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How to Build Fine Motor Skills in Young Children

By Apricus Health

2nd June 2022

Fine motor skills are skills that help children to control their movements and manipulate small objects, such as a pen or pencil, with their hands, arms, and fingers.

They are also important for many other activities, such as writing, drawing, typing, and playing an instrument. Fine motor skills are the building blocks for developing handwriting, hand-eye coordination, and other motor skills.

The fine motor skills of infants can be taught and reinforced through a combination of play, imitation, and repetition. Early learning of these skills is also important for the development of other motor skills in later childhood, such as handwriting and hand-eye coordination. Read through Apricus Health’s guide on how to build fine motor skills in young children.  

How Fine Motor Skills Are Developed 

The development of fine motor skills is influenced by a variety of factors, including the stimulation of the brain regions responsible for motor control. These regions of the brain, including the cerebellum, is hugely involved in the coordination of movements. In order to train the brain to coordinate actions, children must be exposed to a variety of activities that stimulate them, like picking up objects with their hands or tongs and building with blocks. 

Understanding how to build fine motor skills in young children is different throughout their childhood—beginning with simple tasks in infancy, to more complex craft and writing projects in later childhood. 

Why Children May Have Poor Fine Motor Skills 

Children with poor fine motor skills often have limited engagement in the activities that stimulate them. Other things that may cause the development of poor fine motor skills include poor nutrition, lack of stimulating activites, neurological conditions, and perhaps learning disabilities. It is incredibly common for children to have trouble with their fine motor skills at a young age. Still, it is important to remember that parents and caretakers should be aware of the problems that can emerge in later life if these skills are not developed properly.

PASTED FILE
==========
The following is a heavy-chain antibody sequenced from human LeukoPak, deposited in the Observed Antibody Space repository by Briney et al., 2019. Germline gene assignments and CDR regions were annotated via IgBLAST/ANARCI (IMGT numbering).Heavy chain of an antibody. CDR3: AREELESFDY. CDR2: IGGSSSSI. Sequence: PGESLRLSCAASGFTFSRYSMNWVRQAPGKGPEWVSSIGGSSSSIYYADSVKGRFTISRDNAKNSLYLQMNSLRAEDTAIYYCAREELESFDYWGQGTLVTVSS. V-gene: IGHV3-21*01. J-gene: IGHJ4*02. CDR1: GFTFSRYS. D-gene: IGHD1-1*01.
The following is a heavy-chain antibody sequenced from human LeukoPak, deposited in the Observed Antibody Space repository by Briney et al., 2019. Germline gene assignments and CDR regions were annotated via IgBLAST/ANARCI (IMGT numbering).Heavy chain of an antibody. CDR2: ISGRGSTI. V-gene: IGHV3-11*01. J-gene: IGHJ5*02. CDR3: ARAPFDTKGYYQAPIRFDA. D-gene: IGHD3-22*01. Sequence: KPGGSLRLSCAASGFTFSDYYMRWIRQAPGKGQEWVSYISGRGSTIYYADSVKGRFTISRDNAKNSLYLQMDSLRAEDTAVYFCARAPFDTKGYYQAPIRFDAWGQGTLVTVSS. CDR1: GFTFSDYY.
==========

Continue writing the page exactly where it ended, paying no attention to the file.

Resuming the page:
Children with delays in fine motor skills do not show interest in grasping objects given to them. Often poor fine motor skills manifest themselves as poor hand-eye coordination. Children with poor fine motor skills will struggle with table-based activities like writing, drawing, and using utensils. 

Fine Motor Goals for Pre-Schoolers

The early development of fine motor skills requires multi-tasking, such as learning to open boxes or containers and learning how to use push or pull toys, such as cars, trucks, or a bike. Children who lack fine motor skills are at risk of developing motor problems in the later years of life, such as lack of coordination or developing motor delays.

Teaching pre-schoolers fine motor skills will help children develop better hand-eye coordination later on. But how is this done? The best way to teach children fine motor skills is to use a variety of activities that require equally as diverse skills to practice and become more accustomed to the movements. For example, teaching children how to use scissors is a great way to teach them how to use their hands and fingers to cut. It is also a great way to teach them how to use their hands to manipulate objects. The same goes for toys. Teaching children how to use a toy is a great way to teach them how to use their hands and fingers.

How to Help a Child with Poor Fine Motor Skills

At a young age, helping children with the precision and control of fine motor skills takes a lot of practice. Children with neurological conditions or other developmental delays may have difficulty with their fine motor skills, and even then, this isn’t always evident until their preschool years. Children with poor fine motor skills will often struggle with activities involving letters and shapes. 

Children with poor fine motor skills may need a combination of occupational therapy and physical therapy to help build more control over the muscles in their hands. Continuing to engage in activities that help improve fine motor skills should accompany therapeutic intervention. 

Help With Building Fine Motor Skills in Young Children

Children need a foundation in fine motor skills in order to control their movements, manipulate objects, and keep their hands and arms strong. For parents concerned that their child might be falling behind in their development of fine motor skills, fear not. When it comes to knowing how to build fine motor skills in young children, there are countless activities parents can do with their children to incorporate fine motor skills into a daily routine. 

Apricus Health offer a team of paediatric occupational therapists who can help children with fine motor skills. If your child is experiencing difficulty completing everyday tasks, it could be worth enquiring about how we can help support you and your child. Visit our paediatrics page for more information and to make an email enquiry with our North Queensland team of hand therapists, occupational therapists, and physiotherapists.